Short Story Sunday: Illegal spice exchange
I have no lesson for you today, or any interesting food for thought. It’s been a long week, full of little interactions that made me sad and made me happy. So, I’m deeming it a “short story Sunday”, and choosing to share one of these moments that made me smile.
I live on a street with six churches. There’s the “cool” one, the one that just can’t seem to settle on a logo, the Mormon one. My favorite is the one that recently put up a sign that says “Take care of yourselves”, which seems like a confusing message to announce to your parishioners in a time of crisis. “You guys got this? Because we can’t help”.
Before the lockdown, I’d take little walks around the block on Sunday mornings to follow the parade of dressed up families heading to their church of choice. Lots of kids in sweater vests being actively bribed with a Nintendo Switch or Nature Valley bar. If I went early enough, I’d see the band unloading their instruments while an old, majestically bearded gentleman smokes a cigar and watches. That’s at the “cool” one. I can only assume that man has so much church clout that he can both get out of carrying any gear and smoke before breakfast on the holiest of days.
This past Thursday, I went to pick up a jar of spices from a neighbor, and walked right alongside all six churches. Pinterest convinced me that I need to try some crafts using colorful spices, so I immediately took to NextDoor to crowdsource some materials. If you’re not familiar with NextDoor, its essentially a social network only for people in your neighborhood, where they can do things like complain about their mailman and wonder if anyone else has seen the “suspicious looking man walking his dog at 10pm”. If you’re not pruning your fruit tree properly or if your kid makes an ugly chalk drawing in a shared driveway, you get a loving shoutout from a neighbor. Sometimes its good for other things like borrowing a cup of sugar or finding a babysitter, but mostly, it’s a forum for the unarmed militia of yelp reviewing moms to call each other out in the name of neighborhood pride. A great way to get back at Karen for upstaging you at the summer block party.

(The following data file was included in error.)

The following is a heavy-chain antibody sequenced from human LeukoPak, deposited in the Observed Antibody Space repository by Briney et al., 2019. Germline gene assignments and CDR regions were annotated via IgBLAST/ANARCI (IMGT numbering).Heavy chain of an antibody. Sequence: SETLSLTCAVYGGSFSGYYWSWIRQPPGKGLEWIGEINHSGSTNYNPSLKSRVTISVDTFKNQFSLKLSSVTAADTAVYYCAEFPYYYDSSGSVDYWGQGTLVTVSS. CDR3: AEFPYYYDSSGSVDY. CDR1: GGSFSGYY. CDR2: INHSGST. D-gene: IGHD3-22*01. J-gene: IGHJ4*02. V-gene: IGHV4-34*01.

Since the feeds are already overrun with petty, unfiltered nonsense, I’ve always been more of a passive reader than an avid poster. So I was pretty excited to have a reason to call on my neighbors’ generosity this week. Thirty minutes after asking for anyone around to kindly donate their colorful food scraps and spices to me, I got carefully crafted message offering up a big ole’ jar of Sumac. Awesome.
We arranged for the purveyor of the goods to leave the jar under her mailbox within the hour. I wore a black beanie to the exchange, partially because it was cold, but mostly because this felt like the most ridiculous, illegal quarantine spice trade of the week and I wanted to feel like a real sneaky sneak.
What I found under the mailbox was a “Bubbie’s” pickle jar (the taste is in the brine!), with a half-scratched off line of masking tape that used to read “Brisket Spice”, that now contained half a pound of Sumac for my use. Amidst the highest concentration of organized Christianity in town, I managed to pick up the most Jewish jar ever.
I wasn’t expecting such a large container, but I managed to fit it’s entire length in my coat pocket and walk the long way home, through all the church parking lots and gardens. There was a full-on baby photoshoot going on in one of the rose gardens. Their baby wasn’t cute so taking advantage of the magic hour lighting was absolutely a good call for them.
Today is Sunday and I miss the man with the cigar. I hope he’s doing well.